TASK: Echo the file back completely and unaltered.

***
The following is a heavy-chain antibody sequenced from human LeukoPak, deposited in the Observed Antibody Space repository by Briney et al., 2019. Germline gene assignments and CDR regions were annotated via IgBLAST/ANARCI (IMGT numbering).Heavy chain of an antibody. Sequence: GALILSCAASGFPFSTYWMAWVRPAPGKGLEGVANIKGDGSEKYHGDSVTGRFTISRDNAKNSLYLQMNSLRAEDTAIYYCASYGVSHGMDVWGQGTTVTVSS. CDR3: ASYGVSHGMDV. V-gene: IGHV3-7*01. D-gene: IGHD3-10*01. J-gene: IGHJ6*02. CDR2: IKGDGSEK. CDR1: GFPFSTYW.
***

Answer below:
The following is a heavy-chain antibody sequenced from human LeukoPak, deposited in the Observed Antibody Space repository by Briney et al., 2019. Germline gene assignments and CDR regions were annotated via IgBLAST/ANARCI (IMGT numbering).Heavy chain of an antibody. Sequence: GALILSCAASGFPFSTYWMAWVRPAPGKGLEGVANIKGDGSEKYHGDSVTGRFTISRDNAKNSLYLQMNSLRAEDTAIYYCASYGVSHGMDVWGQGTTVTVSS. CDR3: ASYGVSHGMDV. V-gene: IGHV3-7*01. D-gene: IGHD3-10*01. J-gene: IGHJ6*02. CDR2: IKGDGSEK. CDR1: GFPFSTYW.